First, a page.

I finally got around to cleaning the desk. Deep in the back of a drawer was a wrinkled file of clippings from the 80’s. Among them was a real estate brochure for Skylands, the Seal Harbor, Maine home of Martha Stewart, a couple of years before she purchased it.
View of Seal Harbor in the late 1920’s. The full bulk of the newly built Skylands can be seen at top left
The stories of Skylands are legion, and since most Martha followers can recite them as if liturgy—-the mile of pink crushed granite drives which are raked up, washed and stored every winter, the forest floors sprayed with buttermilk to encourage a mossy carpet, the superb craftsmanship, the heated drying cabinets for linens—the list goes on, and I won’t bore the reader with yet another repetition.
Long story short: The estate was developed for Edsel Ford, son of Henry. The architect was Duncan Candler, a well connected society architect whose wife, Edith Stebbins, had been a Seal Harbor summer girl. Candler built up a fair summer practice in Seal Harbor, designing large, restrained and comfortable houses for such other summer families as the Rockefellers, who occupied the next hill over from the Fords (future post). Skylands is a severely geometric and horizontal house, gorgeously sited just below the brow of the hill, and appears to grow out of the very pink granite ledges on which it is built. Despite it’ academic qualities, it is as successful an example of a house growing organically from its site as any modernist effort. The landscaping is by the brilliant Jens Jensen, who had also done the Ford’s Michigan estate. There is no lawn, and the subtle landscape he created, of boulders, and native plants, naturalness achieved at great expense, seems as inevitable as if Mother Nature herself had laid it out—a true example of the Capability Brown axiom “consult the genius of the place.”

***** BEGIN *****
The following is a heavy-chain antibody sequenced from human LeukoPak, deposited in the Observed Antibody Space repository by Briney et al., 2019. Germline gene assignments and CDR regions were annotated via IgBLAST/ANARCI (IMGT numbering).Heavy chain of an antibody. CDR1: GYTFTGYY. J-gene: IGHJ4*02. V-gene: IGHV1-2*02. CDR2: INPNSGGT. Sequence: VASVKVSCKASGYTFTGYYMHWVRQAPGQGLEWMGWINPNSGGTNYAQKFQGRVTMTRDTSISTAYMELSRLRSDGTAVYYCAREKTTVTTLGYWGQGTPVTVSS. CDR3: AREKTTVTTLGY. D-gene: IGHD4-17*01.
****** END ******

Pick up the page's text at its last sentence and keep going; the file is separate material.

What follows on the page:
Skylands in a 1930’s postcard view
Oops. I said I wouldn’t go on, but born pedant that I am, I just can’t help it. Herewith, the pictures (sorry for the wrinkles) from the real estate brochure. The house was at the time owned by the Leedes, who bought it from the Ford estate in the 1970’s. Though the house was not as lavishly burnished and maintained as in the Ford’s day (hot and cold running staff helped), the Leedes’ did regularly call in Mrs. Ford’s old decorators, the Palm Beach firm of Jessup, Inc. to keep things up. Although the Fords left their furnishings, they took the art, and the pallid framed pieces do not live up to the architecture. Very Wasp , very understated, slightly boring. Now, of course, the joint is just plain jaw-dropping. Everything perfectly maintained, the neglected landscape restored to perfection, and maintained beyond perfection.
The paneled two story entrance hall leads into this living hall, with a fireplace carved of native pink granite.
The superb terrace overlooking most of creation
Most of creation from the terrace